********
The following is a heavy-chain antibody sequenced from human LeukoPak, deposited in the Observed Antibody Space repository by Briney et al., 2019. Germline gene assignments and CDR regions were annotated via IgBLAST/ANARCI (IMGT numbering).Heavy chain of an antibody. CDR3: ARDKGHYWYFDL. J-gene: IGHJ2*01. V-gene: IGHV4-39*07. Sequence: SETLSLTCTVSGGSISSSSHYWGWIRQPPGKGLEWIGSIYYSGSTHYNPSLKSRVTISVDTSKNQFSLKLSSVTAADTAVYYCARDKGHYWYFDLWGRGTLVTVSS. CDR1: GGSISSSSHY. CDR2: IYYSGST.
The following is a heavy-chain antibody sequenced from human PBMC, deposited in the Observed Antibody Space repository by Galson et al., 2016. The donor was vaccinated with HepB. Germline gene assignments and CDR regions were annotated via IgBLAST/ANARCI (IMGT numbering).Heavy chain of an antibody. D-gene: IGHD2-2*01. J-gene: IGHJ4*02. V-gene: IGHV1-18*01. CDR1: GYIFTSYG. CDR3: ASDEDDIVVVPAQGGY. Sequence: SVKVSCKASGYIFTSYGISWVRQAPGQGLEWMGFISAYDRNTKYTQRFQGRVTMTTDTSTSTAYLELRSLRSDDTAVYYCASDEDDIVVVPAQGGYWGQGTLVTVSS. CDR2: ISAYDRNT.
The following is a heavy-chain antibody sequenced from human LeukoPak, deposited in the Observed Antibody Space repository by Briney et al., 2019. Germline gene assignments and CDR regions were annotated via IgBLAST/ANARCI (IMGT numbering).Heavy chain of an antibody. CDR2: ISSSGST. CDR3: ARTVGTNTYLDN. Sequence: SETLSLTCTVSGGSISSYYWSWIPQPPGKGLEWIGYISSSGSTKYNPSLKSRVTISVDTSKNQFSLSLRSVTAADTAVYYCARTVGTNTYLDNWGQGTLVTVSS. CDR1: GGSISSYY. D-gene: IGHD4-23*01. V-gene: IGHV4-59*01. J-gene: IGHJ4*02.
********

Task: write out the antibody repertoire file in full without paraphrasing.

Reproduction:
The following is a heavy-chain antibody sequenced from human LeukoPak, deposited in the Observed Antibody Space repository by Briney et al., 2019. Germline gene assignments and CDR regions were annotated via IgBLAST/ANARCI (IMGT numbering).Heavy chain of an antibody. CDR3: ARDKGHYWYFDL. J-gene: IGHJ2*01. V-gene: IGHV4-39*07. Sequence: SETLSLTCTVSGGSISSSSHYWGWIRQPPGKGLEWIGSIYYSGSTHYNPSLKSRVTISVDTSKNQFSLKLSSVTAADTAVYYCARDKGHYWYFDLWGRGTLVTVSS. CDR1: GGSISSSSHY. CDR2: IYYSGST.
The following is a heavy-chain antibody sequenced from human PBMC, deposited in the Observed Antibody Space repository by Galson et al., 2016. The donor was vaccinated with HepB. Germline gene assignments and CDR regions were annotated via IgBLAST/ANARCI (IMGT numbering).Heavy chain of an antibody. D-gene: IGHD2-2*01. J-gene: IGHJ4*02. V-gene: IGHV1-18*01. CDR1: GYIFTSYG. CDR3: ASDEDDIVVVPAQGGY. Sequence: SVKVSCKASGYIFTSYGISWVRQAPGQGLEWMGFISAYDRNTKYTQRFQGRVTMTTDTSTSTAYLELRSLRSDDTAVYYCASDEDDIVVVPAQGGYWGQGTLVTVSS. CDR2: ISAYDRNT.
The following is a heavy-chain antibody sequenced from human LeukoPak, deposited in the Observed Antibody Space repository by Briney et al., 2019. Germline gene assignments and CDR regions were annotated via IgBLAST/ANARCI (IMGT numbering).Heavy chain of an antibody. CDR2: ISSSGST. CDR3: ARTVGTNTYLDN. Sequence: SETLSLTCTVSGGSISSYYWSWIPQPPGKGLEWIGYISSSGSTKYNPSLKSRVTISVDTSKNQFSLSLRSVTAADTAVYYCARTVGTNTYLDNWGQGTLVTVSS. CDR1: GGSISSYY. D-gene: IGHD4-23*01. V-gene: IGHV4-59*01. J-gene: IGHJ4*02.